2022 Farm Animal Welfare & Handling Training
El inglés es el idioma de control de esta página. En la medida en que haya algún conflicto entre la traducción al inglés y la traducción, el inglés prevalece.
Al hacer clic en el enlace de traducción se activa un servicio de traducción gratuito para convertir la página al español. Al igual que con cualquier traducción por Internet, la conversión no es sensible al contexto y puede que no traduzca el texto en su significado original. NC State Extension no garantiza la exactitud del texto traducido. Por favor, tenga en cuenta que algunas aplicaciones y/o servicios pueden no funcionar como se espera cuando se traducen.
English is the controlling language of this page. To the extent there is any conflict between the English text and the translation, English controls.
Clicking on the translation link activates a free translation service to convert the page to Spanish. As with any Internet translation, the conversion is not context-sensitive and may not translate the text to its original meaning. NC State Extension does not guarantee the accuracy of the translated text. Please note that some applications and/or services may not function as expected when translated.Collapse ▲
On April 12th, 2022, Chatham County Extension hosted a Farm Animal Welfare and Handling Training. This training was designed for law enforcement, animal control, emergency management, and other related professionals to learn more about livestock welfare and handling. We had 26 participants from 7 counties attend the training. Participants learned about animal welfare issues, husbandry, stockmanship, and euthansia in the classroom before heading outside for hands-on training. We had dairy cattle, beef cattle, horses, sheep, goats, and a pig in separate pens and participants rotated to each group to learn more about each species. Speakers discussed body condition scoring, handling, and more in these groups. Participants were also able to practice catching a loose horse and moving cattle in this controlled environment. The content in this training provided participants the tools and education they need to handle livestock situations with confidence while also ensuring their personal safety. In the post-event evaluations, one participant wrote “It was great. Best I’ve had yet.” Another participant wrote “I think every deputy and county officer should take this training.”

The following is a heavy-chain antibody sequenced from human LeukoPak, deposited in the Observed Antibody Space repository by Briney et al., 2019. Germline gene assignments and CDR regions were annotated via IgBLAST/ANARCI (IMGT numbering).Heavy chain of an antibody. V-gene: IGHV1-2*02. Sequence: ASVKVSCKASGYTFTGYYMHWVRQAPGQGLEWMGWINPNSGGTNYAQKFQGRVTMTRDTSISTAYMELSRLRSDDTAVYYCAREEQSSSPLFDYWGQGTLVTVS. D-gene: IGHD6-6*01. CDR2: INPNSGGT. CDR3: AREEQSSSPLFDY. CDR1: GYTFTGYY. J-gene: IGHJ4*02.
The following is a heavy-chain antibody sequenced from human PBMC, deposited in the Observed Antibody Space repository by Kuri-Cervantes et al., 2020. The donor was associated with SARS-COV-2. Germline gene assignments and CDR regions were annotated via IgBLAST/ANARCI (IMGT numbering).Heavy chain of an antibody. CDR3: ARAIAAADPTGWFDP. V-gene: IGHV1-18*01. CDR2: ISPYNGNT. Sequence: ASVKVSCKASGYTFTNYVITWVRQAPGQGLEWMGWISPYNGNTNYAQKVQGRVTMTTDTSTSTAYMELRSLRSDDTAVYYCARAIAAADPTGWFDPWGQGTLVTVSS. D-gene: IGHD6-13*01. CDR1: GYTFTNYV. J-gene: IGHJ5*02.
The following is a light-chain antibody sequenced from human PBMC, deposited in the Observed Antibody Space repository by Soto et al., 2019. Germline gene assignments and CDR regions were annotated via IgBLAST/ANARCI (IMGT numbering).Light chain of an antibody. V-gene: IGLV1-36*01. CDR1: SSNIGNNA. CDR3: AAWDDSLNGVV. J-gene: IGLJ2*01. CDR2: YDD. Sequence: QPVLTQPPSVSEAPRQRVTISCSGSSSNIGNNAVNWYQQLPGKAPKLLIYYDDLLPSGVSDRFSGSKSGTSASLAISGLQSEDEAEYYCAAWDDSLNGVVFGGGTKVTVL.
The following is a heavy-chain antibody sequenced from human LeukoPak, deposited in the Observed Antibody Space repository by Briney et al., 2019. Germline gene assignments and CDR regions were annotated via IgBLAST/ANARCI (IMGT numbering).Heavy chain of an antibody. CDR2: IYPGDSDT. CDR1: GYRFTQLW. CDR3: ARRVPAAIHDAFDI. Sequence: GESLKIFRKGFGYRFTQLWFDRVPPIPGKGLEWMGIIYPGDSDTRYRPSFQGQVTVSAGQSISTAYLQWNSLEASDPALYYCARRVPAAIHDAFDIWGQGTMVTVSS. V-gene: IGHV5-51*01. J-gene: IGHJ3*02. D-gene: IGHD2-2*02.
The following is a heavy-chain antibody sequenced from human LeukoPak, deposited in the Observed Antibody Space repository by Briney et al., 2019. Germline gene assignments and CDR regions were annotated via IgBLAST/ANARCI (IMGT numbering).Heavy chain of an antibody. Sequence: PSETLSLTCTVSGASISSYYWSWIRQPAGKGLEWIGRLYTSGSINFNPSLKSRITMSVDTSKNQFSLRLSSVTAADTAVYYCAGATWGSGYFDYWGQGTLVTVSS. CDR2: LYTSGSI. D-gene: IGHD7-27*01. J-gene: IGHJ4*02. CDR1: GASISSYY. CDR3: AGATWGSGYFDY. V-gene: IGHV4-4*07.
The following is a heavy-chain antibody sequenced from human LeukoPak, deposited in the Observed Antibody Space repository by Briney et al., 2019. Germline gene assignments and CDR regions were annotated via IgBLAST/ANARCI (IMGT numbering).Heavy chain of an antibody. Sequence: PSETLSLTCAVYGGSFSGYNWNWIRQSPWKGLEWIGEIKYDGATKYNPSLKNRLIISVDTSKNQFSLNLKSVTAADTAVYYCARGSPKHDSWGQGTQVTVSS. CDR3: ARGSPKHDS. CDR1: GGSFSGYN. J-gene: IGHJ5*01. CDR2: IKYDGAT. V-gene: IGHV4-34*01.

We would like to recognize our speakers for this event: Dr. Karen Jordan, Jim Thomas, Ashley Robbins, Kristina Britt, and Adam Lawing. We would also like to thank our sponsors for their support: Chatham County Farm Bureau, NC Cattlemen’s Association, and Southern States of Siler City. Big thanks to Tucker Withington, Cory Robbins, and Jim Thomas for allowing us to practice with their animals. Photo credits to Sara Pack with the Chatham County Sheriff’s Office.